you can release the half nuts, but you need to stop the lathe quickly after, then reverse the lathe, and re-engage the half nuts on the same number on the threading dial. if you are not using a threading dial, you can't do what I am saying.Ok, I was successful using a combination of all of you suggestions.
Ya, I tried it with the thread dial like doing standard threads and it wouldn’t work. It wasn’t until someone told me to leave the half nut engaged for metric threads. It worked after I left it engaged.you can release the half nuts, but you need to stop the lathe quickly after, then reverse the lathe, and re-engage the half nuts on the same number on the threading dial. if you are not using a threading dial, you can't do what I am saying.
by keeping the same number during reverse, you are just picking up where you left it.
It works engaging and disengaging on the same number for standard threads fine, but not on metric.
I need to watch all the videos you guys have posted. I have seen bits and pieces of all of them, but I have a bad habit of skimming.
I’m at work, so my last post about skimming made it sound like I don’t pay attention to any of your posts. I meant I skim through YouTube videos. I have done all of the things you guys have told me here. The cutting metric threads with imperial lead screw is the key there, but I couldn’t recall how to explain that. I do have the fishtail gauge as well.Practice @ your lathe's slowest speed. Use the KISS principle. HSS works fine, keep it sharp. Do you have a fishtail? Make a groove to your final depth next to the shoulder of the work (or @ the other end if threading toward the chuck.) Make a few air passes A DRO is nice but not required, touch off, then a scratch pass. It is easiest to see if you magic marker or Dychem it. Check with your thread gage. Was the setup for a right hand thread? What DOC? First pass can be .010+-Successive passes? .004"? or what feels right on your lathe. If you are cutting a metric thread on an imperial leadscrew lathe, you must always keep the half nuts engaged at the same location on the lead screw. You can disengage the halfnuts but don't let the indicator go around past your starting mark on the tread dial or you will loose track! (It is possible to find your start point on the leadscrew again but a PIA.) If you have disengaged halfnuts when you stopped, reverse the lathe and reengage the halfnuts as the mark passes. Rinse & repeat until the tool reaches the depth of the original groove. Chamfer the terminal end and lightly file the top of the threads to get rid of any fuzz and the extreme sharp if it is there. I suggest making yourself a numbered list of the steps (large print) and putting it where you can refer to it as you work.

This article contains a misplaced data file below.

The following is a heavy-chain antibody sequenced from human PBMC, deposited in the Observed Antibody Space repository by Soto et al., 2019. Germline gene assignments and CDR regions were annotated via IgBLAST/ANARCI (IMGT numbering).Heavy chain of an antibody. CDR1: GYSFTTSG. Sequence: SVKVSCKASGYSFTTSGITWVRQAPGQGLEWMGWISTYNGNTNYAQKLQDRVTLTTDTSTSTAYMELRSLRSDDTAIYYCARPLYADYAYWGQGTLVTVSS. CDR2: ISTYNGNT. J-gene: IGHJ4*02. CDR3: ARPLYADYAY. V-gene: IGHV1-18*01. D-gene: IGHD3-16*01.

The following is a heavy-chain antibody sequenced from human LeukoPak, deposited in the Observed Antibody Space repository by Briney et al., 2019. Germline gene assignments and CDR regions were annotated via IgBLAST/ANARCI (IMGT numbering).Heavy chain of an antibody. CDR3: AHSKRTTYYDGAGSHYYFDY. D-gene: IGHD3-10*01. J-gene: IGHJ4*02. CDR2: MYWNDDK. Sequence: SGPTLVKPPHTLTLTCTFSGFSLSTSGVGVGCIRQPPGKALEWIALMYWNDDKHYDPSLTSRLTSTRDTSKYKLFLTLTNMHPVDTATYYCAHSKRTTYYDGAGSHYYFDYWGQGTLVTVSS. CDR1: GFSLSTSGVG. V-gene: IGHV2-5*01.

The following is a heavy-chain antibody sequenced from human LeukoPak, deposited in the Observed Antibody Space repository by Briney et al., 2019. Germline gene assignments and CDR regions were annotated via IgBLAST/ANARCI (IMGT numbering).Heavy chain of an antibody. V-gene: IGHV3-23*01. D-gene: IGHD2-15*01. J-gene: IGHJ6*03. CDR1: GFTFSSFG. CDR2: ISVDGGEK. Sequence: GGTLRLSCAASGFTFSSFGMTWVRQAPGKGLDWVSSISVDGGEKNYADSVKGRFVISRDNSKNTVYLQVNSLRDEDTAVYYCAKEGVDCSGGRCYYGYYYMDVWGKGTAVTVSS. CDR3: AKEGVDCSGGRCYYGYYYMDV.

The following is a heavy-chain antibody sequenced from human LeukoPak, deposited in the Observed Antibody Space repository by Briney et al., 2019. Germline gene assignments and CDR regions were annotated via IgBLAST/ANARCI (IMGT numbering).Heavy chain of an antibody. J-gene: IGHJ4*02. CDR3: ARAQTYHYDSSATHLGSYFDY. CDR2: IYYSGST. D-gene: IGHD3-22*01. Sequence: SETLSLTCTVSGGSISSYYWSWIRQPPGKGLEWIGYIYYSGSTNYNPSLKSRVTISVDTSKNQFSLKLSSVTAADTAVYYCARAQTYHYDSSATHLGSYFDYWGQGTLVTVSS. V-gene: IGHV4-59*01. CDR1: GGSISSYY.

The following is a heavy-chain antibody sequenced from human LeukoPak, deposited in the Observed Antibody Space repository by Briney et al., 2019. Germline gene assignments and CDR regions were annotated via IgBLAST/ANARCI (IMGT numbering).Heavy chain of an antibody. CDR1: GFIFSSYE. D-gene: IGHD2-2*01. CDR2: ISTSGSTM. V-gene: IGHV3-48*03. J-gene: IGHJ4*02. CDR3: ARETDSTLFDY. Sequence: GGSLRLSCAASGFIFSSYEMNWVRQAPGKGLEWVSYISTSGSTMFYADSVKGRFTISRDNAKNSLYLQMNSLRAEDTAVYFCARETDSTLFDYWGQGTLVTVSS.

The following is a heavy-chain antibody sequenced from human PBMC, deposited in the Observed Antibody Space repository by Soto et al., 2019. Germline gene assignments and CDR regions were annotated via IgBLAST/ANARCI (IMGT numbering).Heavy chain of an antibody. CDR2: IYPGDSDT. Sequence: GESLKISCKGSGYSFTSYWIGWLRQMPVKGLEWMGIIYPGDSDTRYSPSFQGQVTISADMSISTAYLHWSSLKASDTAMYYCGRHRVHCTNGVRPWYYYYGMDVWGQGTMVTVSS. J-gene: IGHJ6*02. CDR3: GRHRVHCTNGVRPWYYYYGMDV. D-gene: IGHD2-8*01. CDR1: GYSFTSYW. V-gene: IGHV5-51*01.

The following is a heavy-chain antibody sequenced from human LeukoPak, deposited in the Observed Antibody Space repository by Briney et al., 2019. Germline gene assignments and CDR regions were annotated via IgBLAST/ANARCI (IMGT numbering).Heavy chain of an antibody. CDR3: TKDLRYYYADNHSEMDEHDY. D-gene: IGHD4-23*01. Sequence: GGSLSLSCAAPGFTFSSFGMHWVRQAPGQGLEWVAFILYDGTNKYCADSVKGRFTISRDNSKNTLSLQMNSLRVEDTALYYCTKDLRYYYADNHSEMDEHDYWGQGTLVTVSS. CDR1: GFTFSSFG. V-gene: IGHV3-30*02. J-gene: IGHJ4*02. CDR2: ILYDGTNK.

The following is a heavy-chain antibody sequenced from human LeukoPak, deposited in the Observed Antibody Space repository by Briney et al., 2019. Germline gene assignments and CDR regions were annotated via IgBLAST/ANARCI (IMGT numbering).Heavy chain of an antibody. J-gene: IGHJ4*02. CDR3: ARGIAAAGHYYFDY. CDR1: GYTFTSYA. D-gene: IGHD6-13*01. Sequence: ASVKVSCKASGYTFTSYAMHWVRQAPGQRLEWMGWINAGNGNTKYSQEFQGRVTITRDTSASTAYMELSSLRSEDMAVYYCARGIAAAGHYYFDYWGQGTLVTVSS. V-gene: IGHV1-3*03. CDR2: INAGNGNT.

About KISS.... Turning away from the shoulder is less stressful since it doesn't require a highspeed stop of the lathe and makes it possible to use the groove as the last-cut, set-point. Treat your lathe nicely, don't slam the halfnut lever in. As the mark comes up put a little pressure on the lever and you can feel when it will drop right in.
Note that cutting away from the chuck requires the tool to be used "upside down." Cutting straight in with just the cross slide eliminates having to turn two dials each pass and getting confused. If you go the two dial route, put a mag base indicator on the cross slide so you know you've returned to zero each time. Easier to see and confirm than the lathe dials. If you have a DRO it can also tell you the zero point & successive DOCs. If your lathe has a brake it allows higher speed threading ONCE YOU'VE MASTERED THE ART! Watch the pro's videos. Joe Pie has excellent ones including one on the use of thread wires that makes them a lot easier to use.
I was going to list all the things I've done wrong in learning to thread but there isn't enough room on this site!